I arrived home Monday morning, the 23rd, after walking my grandson Alex to school in Massachusetts. There was freezing rain, and Monday’s rehearsal for MURDER STAGE RIGHT was cancelled. I face so many things I want to do, to read, to play with, but first I want to conclude this most phenomenal trip that has opened my eyes to “see the USA” not necessarily in a Chevrolet. (does that phrase date me?)
The Friday morning discussion session was cut short when the shuttle driver arrived advising that the two hour trip from Bozeman took three hours due to road conditions. We had our own rental car, but the others decided to leave to make sure to make plane connections. Scott, Betty, Rich and I stay and chatted with Lee, the instructor, for awhile, and then packed. We toured West Yellowstone a bit more, and Betty and I went into the
Holiday Inn to view the original 1903 rail car from the Oregon Short Line, so named because it was the shortest distance between Oregon and Wyoming, which is housed inside. This mini museum shows how people traveled on railroads and has all original furniture and appointments. It is fabulous. We then headed back down the one road to Bozeman to our B&B – the Voss Inn. Built in 1883 (Bozeman was first settled in 1864 and incorporated in 1883) the B&B was exceptional. Recent visitors have included Steven Seagal, Al Gore, and Buzz Aldrin. Bruce and Frankie do an exceptional job, and Bruce’s breakfasts
surpassed gourmet. On our last day there he enjoyed relating tales of both Seagal’s and Aldrin’s visits after Rich asked about the signed photos on the wall.
On Friday late afternoon once we checked in we walked the three blocks to the Main Street of Bozeman. How impressive the town is, particularly the main street which has wonderful buildings dating to the late 19th century and a fine collection of buildings with Art Deco facades. Nothing has been ruined in this town which is the 4th largest city/town in Montana with about 37,000 residents, about a third larger than my neighboring Keene. And the shops’ windows are absolutely “eye candy” with unique hand-crafted gifts, fashions, art galleries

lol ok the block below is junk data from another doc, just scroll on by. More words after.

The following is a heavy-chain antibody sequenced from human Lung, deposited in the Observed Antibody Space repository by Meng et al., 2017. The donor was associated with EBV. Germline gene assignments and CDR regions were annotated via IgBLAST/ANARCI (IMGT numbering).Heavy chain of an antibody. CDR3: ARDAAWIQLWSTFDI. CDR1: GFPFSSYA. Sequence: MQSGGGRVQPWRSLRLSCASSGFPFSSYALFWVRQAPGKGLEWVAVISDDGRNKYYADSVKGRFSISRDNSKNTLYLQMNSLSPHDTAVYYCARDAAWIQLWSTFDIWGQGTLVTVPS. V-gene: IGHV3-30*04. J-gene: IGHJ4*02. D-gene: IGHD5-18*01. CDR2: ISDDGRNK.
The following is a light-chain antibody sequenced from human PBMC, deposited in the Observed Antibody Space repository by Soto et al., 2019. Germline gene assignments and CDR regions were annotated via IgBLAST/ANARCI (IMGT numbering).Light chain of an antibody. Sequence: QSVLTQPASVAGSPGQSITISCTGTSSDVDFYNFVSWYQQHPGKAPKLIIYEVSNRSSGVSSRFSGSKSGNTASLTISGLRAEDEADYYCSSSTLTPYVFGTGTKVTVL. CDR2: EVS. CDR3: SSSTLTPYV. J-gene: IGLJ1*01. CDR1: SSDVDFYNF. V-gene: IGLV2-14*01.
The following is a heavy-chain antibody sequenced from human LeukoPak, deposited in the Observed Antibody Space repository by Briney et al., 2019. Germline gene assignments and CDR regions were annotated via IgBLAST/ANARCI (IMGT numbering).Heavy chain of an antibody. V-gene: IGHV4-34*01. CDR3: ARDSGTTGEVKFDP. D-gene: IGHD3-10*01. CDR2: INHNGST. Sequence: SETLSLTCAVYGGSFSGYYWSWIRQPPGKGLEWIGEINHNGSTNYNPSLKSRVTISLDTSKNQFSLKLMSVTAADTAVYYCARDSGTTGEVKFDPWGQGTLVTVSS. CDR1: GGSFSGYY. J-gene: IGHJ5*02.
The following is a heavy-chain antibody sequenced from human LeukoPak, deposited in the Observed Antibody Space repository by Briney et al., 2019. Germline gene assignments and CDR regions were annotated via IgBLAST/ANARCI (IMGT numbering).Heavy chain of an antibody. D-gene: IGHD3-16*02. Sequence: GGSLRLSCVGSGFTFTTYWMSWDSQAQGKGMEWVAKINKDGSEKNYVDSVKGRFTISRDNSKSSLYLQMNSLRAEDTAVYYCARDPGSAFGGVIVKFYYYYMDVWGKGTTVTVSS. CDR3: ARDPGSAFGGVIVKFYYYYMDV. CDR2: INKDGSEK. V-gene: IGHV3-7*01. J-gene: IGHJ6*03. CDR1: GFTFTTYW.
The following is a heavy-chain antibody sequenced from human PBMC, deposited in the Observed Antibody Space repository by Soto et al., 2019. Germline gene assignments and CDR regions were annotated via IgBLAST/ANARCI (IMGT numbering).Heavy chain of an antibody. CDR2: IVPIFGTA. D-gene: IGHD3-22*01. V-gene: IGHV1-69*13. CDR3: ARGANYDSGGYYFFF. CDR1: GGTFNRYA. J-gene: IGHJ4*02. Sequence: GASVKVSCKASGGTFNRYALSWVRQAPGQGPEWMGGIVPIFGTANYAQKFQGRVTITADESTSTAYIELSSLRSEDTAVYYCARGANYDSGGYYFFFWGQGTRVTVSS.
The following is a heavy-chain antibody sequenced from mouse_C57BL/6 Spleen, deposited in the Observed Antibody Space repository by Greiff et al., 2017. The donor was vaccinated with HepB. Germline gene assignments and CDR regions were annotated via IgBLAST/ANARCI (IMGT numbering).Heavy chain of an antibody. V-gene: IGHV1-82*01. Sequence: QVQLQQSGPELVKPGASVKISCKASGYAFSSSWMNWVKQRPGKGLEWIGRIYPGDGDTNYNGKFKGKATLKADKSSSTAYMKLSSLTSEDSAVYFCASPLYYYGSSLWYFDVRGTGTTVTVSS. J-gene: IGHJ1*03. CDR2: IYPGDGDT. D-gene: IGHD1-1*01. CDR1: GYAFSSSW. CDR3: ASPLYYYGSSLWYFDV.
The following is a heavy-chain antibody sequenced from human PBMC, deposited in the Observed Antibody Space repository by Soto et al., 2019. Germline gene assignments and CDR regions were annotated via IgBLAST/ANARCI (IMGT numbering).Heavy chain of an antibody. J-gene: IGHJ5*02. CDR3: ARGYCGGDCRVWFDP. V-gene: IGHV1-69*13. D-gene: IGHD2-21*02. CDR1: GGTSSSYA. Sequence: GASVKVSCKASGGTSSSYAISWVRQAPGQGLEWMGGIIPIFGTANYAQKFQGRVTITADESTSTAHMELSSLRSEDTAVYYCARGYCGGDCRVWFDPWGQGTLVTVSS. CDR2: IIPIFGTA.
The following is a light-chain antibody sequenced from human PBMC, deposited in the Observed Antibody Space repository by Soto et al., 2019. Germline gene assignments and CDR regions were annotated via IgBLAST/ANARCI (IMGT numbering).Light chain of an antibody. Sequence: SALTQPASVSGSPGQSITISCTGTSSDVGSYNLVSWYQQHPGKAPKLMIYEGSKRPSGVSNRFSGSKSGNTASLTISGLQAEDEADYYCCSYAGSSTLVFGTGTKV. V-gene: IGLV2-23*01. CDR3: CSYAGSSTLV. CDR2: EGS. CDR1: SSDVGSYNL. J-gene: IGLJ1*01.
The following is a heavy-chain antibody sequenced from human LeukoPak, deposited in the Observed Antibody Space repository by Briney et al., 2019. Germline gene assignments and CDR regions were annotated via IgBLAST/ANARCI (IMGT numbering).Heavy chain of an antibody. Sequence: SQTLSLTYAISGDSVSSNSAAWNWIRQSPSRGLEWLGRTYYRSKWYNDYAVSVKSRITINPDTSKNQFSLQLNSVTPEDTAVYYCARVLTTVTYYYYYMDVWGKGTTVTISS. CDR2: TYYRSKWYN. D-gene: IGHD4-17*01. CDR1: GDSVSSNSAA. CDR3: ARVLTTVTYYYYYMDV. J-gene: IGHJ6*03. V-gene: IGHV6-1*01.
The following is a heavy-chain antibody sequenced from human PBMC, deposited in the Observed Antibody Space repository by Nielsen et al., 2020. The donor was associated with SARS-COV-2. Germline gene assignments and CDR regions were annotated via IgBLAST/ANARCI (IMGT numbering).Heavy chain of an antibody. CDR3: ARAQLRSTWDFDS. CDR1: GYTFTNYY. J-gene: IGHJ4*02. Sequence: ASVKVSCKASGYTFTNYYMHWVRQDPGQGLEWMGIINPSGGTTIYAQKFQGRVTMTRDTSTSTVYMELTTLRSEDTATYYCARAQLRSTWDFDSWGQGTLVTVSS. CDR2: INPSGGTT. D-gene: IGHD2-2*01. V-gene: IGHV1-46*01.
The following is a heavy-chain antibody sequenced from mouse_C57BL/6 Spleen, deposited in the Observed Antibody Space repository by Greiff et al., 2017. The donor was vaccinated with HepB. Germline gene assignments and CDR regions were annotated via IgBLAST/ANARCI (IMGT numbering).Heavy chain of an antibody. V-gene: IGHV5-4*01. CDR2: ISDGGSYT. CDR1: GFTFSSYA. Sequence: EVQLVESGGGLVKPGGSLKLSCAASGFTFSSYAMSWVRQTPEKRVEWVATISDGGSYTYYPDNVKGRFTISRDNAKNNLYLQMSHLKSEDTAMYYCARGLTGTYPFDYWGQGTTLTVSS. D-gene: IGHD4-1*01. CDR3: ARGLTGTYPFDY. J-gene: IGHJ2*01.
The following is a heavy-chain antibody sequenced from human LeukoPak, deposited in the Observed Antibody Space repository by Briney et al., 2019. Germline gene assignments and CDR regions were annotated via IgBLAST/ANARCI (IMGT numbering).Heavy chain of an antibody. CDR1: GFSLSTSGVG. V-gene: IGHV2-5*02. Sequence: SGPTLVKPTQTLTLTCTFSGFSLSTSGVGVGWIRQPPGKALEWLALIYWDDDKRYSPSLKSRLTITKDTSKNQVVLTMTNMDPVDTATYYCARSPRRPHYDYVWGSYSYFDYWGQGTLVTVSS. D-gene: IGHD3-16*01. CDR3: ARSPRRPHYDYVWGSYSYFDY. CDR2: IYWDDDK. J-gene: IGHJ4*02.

and night spots and restaurants. Yes it helps to have a college in town, but I feel Bozeman deserves another visit someday. That evening we decided to have dinner at Ted’s Montana Grill , yes founded by Ted Turner. He has 100s of thousands of acres throughout the West, and raises Bison. Betty and I enjoyed the Bison meatloaf, and Rich had a Bison steak – Scott for some reason only had a burger. It was a busy place, and at least we can say that we were there. We returned to the Voss Inn and enjoyed conversation in the parlor.
Saturday at breakfast we had a fun time with a family from California that arrived too late to drive to their condo in Big Sky. That is one of the joys of B&Bs – sharing with total strangers who also enjoy the ambience and uniqueness of the experience. After breakfast the plan was to head to Bohart Ranch Cross Country Ski Center 16 miles out of town in the mountains. All night a voice kept telling me not to ski because it was going to be too fast and dangerous, and I had had a wonderful time without injury – so be safe! I debated back and forth, but choose not to ski, but journeyed up the mountain with book in hand while the others enjoyed skiing. Well, I never got to a single page because in moments Betty returned exclaiming, “too fast and scary!” We sat down to talk, and in moments saw Scott and Rich returning. Ends up they too found it fast, and dangerous with inclines more than we have experienced in New England, and in addition you could not see what was around the corners other than steep drop offs. They turned in their rented skis and we headed back to town. I had read about the Gallatin County Historical Society Pioneer Museum in the old county jail built in 1911. WOW – I love museums, and this one is exceptional, and we all enjoyed it (so important when travelling with others to have the same interests). Besides retaining some of the original jail features with some cells, solitary confinement